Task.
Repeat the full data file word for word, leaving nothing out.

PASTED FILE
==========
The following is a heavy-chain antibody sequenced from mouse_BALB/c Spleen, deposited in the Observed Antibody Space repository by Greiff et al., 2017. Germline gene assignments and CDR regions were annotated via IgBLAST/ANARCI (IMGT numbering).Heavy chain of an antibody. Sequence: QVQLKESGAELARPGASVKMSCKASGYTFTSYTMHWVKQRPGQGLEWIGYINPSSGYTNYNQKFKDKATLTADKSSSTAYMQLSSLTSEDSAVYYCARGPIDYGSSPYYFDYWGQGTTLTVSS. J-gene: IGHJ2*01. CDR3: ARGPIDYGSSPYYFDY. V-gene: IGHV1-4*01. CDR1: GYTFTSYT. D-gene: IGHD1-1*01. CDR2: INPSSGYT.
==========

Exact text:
The following is a heavy-chain antibody sequenced from mouse_BALB/c Spleen, deposited in the Observed Antibody Space repository by Greiff et al., 2017. Germline gene assignments and CDR regions were annotated via IgBLAST/ANARCI (IMGT numbering).Heavy chain of an antibody. Sequence: QVQLKESGAELARPGASVKMSCKASGYTFTSYTMHWVKQRPGQGLEWIGYINPSSGYTNYNQKFKDKATLTADKSSSTAYMQLSSLTSEDSAVYYCARGPIDYGSSPYYFDYWGQGTTLTVSS. J-gene: IGHJ2*01. CDR3: ARGPIDYGSSPYYFDY. V-gene: IGHV1-4*01. CDR1: GYTFTSYT. D-gene: IGHD1-1*01. CDR2: INPSSGYT.